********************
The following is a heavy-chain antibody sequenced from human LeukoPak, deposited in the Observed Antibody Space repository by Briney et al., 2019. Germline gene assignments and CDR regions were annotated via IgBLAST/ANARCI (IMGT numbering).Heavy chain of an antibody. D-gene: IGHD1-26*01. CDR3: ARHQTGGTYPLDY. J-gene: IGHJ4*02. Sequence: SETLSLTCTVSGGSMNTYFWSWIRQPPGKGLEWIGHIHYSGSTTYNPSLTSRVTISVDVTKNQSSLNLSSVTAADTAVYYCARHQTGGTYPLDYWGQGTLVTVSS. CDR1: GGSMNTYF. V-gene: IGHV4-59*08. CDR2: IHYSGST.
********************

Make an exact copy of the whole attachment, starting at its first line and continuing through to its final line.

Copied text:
The following is a heavy-chain antibody sequenced from human LeukoPak, deposited in the Observed Antibody Space repository by Briney et al., 2019. Germline gene assignments and CDR regions were annotated via IgBLAST/ANARCI (IMGT numbering).Heavy chain of an antibody. D-gene: IGHD1-26*01. CDR3: ARHQTGGTYPLDY. J-gene: IGHJ4*02. Sequence: SETLSLTCTVSGGSMNTYFWSWIRQPPGKGLEWIGHIHYSGSTTYNPSLTSRVTISVDVTKNQSSLNLSSVTAADTAVYYCARHQTGGTYPLDYWGQGTLVTVSS. CDR1: GGSMNTYF. V-gene: IGHV4-59*08. CDR2: IHYSGST.